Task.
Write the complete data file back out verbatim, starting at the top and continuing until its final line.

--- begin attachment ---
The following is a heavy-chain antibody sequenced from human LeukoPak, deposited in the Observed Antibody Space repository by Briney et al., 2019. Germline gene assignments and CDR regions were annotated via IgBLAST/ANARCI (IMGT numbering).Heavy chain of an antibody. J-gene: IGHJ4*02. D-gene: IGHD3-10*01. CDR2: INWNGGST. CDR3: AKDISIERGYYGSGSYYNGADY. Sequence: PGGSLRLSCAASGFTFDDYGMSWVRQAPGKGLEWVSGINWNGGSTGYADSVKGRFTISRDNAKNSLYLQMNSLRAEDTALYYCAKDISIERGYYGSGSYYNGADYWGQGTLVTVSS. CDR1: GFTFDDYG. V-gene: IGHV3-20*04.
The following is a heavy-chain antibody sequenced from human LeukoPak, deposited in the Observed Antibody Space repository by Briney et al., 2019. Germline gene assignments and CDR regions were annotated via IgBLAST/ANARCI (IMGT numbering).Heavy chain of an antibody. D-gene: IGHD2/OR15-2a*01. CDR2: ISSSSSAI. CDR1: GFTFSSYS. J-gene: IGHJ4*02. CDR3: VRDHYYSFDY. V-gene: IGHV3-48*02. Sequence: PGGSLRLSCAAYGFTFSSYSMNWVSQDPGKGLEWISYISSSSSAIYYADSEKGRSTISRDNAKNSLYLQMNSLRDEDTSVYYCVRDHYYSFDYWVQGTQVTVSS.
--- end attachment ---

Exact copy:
The following is a heavy-chain antibody sequenced from human LeukoPak, deposited in the Observed Antibody Space repository by Briney et al., 2019. Germline gene assignments and CDR regions were annotated via IgBLAST/ANARCI (IMGT numbering).Heavy chain of an antibody. J-gene: IGHJ4*02. D-gene: IGHD3-10*01. CDR2: INWNGGST. CDR3: AKDISIERGYYGSGSYYNGADY. Sequence: PGGSLRLSCAASGFTFDDYGMSWVRQAPGKGLEWVSGINWNGGSTGYADSVKGRFTISRDNAKNSLYLQMNSLRAEDTALYYCAKDISIERGYYGSGSYYNGADYWGQGTLVTVSS. CDR1: GFTFDDYG. V-gene: IGHV3-20*04.
The following is a heavy-chain antibody sequenced from human LeukoPak, deposited in the Observed Antibody Space repository by Briney et al., 2019. Germline gene assignments and CDR regions were annotated via IgBLAST/ANARCI (IMGT numbering).Heavy chain of an antibody. D-gene: IGHD2/OR15-2a*01. CDR2: ISSSSSAI. CDR1: GFTFSSYS. J-gene: IGHJ4*02. CDR3: VRDHYYSFDY. V-gene: IGHV3-48*02. Sequence: PGGSLRLSCAAYGFTFSSYSMNWVSQDPGKGLEWISYISSSSSAIYYADSEKGRSTISRDNAKNSLYLQMNSLRDEDTSVYYCVRDHYYSFDYWVQGTQVTVSS.